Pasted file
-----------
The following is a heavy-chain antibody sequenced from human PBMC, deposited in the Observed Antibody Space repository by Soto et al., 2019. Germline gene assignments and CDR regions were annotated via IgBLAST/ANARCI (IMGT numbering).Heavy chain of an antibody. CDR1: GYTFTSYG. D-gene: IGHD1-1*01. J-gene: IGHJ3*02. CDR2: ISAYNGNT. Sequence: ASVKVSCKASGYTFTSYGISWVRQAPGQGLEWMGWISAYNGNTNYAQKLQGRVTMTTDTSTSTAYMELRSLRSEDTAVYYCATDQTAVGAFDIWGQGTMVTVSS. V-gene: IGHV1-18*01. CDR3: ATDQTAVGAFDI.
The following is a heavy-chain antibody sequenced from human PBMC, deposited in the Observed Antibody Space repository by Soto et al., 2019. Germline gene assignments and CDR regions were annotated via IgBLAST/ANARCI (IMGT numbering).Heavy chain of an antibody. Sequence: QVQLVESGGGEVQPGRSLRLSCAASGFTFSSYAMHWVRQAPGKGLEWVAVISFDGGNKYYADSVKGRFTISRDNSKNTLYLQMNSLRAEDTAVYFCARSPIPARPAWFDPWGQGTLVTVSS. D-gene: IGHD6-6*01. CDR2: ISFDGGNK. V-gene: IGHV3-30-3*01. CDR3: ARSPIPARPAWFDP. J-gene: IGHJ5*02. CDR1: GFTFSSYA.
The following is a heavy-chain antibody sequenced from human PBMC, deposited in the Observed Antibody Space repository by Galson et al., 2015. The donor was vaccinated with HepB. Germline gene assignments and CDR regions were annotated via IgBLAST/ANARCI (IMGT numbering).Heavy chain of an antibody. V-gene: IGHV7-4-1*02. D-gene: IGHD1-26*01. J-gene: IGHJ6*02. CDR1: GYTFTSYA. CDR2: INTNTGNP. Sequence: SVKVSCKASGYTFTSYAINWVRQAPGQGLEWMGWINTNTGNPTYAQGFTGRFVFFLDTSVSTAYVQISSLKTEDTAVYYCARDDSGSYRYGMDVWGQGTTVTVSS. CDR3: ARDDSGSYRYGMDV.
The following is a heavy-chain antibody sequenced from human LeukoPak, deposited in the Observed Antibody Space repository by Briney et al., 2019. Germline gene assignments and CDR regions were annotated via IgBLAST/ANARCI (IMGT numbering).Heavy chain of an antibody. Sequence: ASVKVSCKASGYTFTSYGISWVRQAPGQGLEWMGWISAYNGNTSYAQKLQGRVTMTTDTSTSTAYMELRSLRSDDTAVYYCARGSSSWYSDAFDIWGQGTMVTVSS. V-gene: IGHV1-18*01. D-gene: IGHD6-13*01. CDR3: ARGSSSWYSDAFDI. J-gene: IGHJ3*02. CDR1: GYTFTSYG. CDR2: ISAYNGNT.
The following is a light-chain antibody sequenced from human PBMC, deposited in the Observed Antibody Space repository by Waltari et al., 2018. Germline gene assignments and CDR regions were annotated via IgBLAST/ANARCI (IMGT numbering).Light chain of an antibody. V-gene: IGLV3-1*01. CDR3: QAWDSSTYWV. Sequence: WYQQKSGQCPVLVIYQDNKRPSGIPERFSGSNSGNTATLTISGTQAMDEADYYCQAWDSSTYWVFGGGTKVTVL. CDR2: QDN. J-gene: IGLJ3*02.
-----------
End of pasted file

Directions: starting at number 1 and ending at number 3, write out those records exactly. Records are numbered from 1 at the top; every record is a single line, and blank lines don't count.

The following is a heavy-chain antibody sequenced from human PBMC, deposited in the Observed Antibody Space repository by Soto et al., 2019. Germline gene assignments and CDR regions were annotated via IgBLAST/ANARCI (IMGT numbering).Heavy chain of an antibody. CDR1: GYTFTSYG. D-gene: IGHD1-1*01. J-gene: IGHJ3*02. CDR2: ISAYNGNT. Sequence: ASVKVSCKASGYTFTSYGISWVRQAPGQGLEWMGWISAYNGNTNYAQKLQGRVTMTTDTSTSTAYMELRSLRSEDTAVYYCATDQTAVGAFDIWGQGTMVTVSS. V-gene: IGHV1-18*01. CDR3: ATDQTAVGAFDI.
The following is a heavy-chain antibody sequenced from human PBMC, deposited in the Observed Antibody Space repository by Soto et al., 2019. Germline gene assignments and CDR regions were annotated via IgBLAST/ANARCI (IMGT numbering).Heavy chain of an antibody. Sequence: QVQLVESGGGEVQPGRSLRLSCAASGFTFSSYAMHWVRQAPGKGLEWVAVISFDGGNKYYADSVKGRFTISRDNSKNTLYLQMNSLRAEDTAVYFCARSPIPARPAWFDPWGQGTLVTVSS. D-gene: IGHD6-6*01. CDR2: ISFDGGNK. V-gene: IGHV3-30-3*01. CDR3: ARSPIPARPAWFDP. J-gene: IGHJ5*02. CDR1: GFTFSSYA.
The following is a heavy-chain antibody sequenced from human PBMC, deposited in the Observed Antibody Space repository by Galson et al., 2015. The donor was vaccinated with HepB. Germline gene assignments and CDR regions were annotated via IgBLAST/ANARCI (IMGT numbering).Heavy chain of an antibody. V-gene: IGHV7-4-1*02. D-gene: IGHD1-26*01. J-gene: IGHJ6*02. CDR1: GYTFTSYA. CDR2: INTNTGNP. Sequence: SVKVSCKASGYTFTSYAINWVRQAPGQGLEWMGWINTNTGNPTYAQGFTGRFVFFLDTSVSTAYVQISSLKTEDTAVYYCARDDSGSYRYGMDVWGQGTTVTVSS. CDR3: ARDDSGSYRYGMDV.